print this page

Public Service Award

Award Description

The Clinical Center of the National Institutes of Health
For serving since its inception as a model research hospital — providing innovative therapy and high-quality patient care, treating rare and severe diseases, and producing outstanding physician-scientists whose collective work has set a standard of excellence in biomedical research.

The 2011 Lasker~Bloomberg Public Service Award honors an institution that has served since its inception as a model research hospital. Since 1953, the Clinical Center of the National Institutes of Health (NIH) has provided innovative therapy and high-quality patient care, treated rare and severe diseases, and produced outstanding physician-scientists whose collective work has set a standard of excellence in biomedical research. It has spearheaded major advances in a wide array of medical arenas, established an example for academic institutions across the world, and trained thousands of investigators, many of whom now lead those establishments.

On July 6, 1953, the NIH Clinical Center admitted its first patient and embarked on its mission to generate new ways to diagnose, treat, and prevent disease by connecting bedside observations with laboratory inquiries. Patterned after a similar design at the Rockefeller University Hospital (New York City), the NIH's Center scaled up the endeavor to create a larger institution with vastly more patient-recruiting power. By grappling with perplexing illnesses in a setting where laboratories and hospital beds share a building, the Center united basic-science researchers, clinicians, and patients in their shared goal of understanding and combating disease. Today, 18 of the 27 NIH Institutes and Centers, each of which focuses on a particular biomedical realm, rely on the Center. There, scientists can benefit human beings by applying knowledge they have gleaned from experiments on cells and animals. Specialists from all over the NIH join forces with each other, the highly skilled hospital staff, and the patients.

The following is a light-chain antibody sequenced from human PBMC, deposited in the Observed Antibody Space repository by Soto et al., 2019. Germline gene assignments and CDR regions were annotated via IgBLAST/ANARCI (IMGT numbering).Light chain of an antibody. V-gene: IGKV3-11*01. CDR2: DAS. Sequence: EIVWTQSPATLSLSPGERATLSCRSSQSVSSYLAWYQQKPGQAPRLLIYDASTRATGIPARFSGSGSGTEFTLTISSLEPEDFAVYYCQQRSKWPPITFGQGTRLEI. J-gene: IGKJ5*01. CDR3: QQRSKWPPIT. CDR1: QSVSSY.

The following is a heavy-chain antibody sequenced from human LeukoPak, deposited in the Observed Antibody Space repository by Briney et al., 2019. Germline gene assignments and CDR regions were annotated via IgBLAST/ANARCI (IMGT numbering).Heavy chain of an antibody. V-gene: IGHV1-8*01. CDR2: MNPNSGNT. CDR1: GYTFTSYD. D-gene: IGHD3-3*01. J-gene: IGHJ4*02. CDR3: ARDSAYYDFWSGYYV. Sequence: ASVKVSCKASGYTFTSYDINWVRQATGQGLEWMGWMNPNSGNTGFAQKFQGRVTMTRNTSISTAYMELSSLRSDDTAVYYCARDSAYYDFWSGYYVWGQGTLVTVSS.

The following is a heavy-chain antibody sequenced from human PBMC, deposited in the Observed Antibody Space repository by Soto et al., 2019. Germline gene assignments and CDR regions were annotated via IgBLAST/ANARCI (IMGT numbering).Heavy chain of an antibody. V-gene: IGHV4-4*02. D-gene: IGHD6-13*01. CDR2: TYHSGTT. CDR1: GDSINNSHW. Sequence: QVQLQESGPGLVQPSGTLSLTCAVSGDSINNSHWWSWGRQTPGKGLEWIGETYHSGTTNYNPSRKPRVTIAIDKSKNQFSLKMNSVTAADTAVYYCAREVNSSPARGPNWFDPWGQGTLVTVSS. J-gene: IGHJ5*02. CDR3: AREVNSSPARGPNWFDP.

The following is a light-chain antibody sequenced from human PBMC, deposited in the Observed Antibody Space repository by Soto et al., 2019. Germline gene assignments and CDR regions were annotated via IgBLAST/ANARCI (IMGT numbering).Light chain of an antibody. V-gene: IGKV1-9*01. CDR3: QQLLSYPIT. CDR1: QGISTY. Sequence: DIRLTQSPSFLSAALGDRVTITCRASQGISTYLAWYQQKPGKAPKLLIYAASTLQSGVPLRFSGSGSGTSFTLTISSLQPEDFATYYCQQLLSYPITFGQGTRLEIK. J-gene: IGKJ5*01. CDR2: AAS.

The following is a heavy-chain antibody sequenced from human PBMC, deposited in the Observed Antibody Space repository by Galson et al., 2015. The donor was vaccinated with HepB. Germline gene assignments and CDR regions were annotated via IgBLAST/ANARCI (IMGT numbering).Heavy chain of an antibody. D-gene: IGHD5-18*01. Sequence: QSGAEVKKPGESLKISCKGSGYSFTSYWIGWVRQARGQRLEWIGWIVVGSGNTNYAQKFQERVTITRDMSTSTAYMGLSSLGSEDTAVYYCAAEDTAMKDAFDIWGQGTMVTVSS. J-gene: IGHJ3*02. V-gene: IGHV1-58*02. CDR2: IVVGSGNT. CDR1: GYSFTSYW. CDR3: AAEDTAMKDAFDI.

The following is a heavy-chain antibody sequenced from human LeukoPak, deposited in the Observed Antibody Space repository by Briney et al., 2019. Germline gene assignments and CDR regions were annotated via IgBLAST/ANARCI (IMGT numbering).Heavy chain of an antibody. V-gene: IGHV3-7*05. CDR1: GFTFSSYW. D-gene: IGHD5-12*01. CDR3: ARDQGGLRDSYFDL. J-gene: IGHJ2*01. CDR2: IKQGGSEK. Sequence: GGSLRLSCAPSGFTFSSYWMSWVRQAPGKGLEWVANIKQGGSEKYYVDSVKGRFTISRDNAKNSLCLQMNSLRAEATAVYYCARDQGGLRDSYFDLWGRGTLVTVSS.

The Center has touched many conditions and countries. It tackles common plagues such as tuberculosis and rare ones such as cystinosis. Its patients suffer attacks on the entire range of the body's systems, from endocrine, neurological, blood, eye, and autoimmune disorders to adrenal problems, vitamin deficiencies, infectious diseases, and behavioral conditions such as schizophrenia and depression. The Center's success relies on patients as collaborators, and they have flocked there from 149 countries that stretch from Brazil to Bahrain to Botswana. In 2010, the Center treated 10,086 individuals and since it opened, it has ministered to almost 450,000. Its physicians are currently following 575 unique diseases. The Center provides state-of-the-art care at no cost to patients, thus facilitating their contributions to the research enterprise. Because of its geographical reach and financial resources, the Center's studies can accrue participants unusually quickly.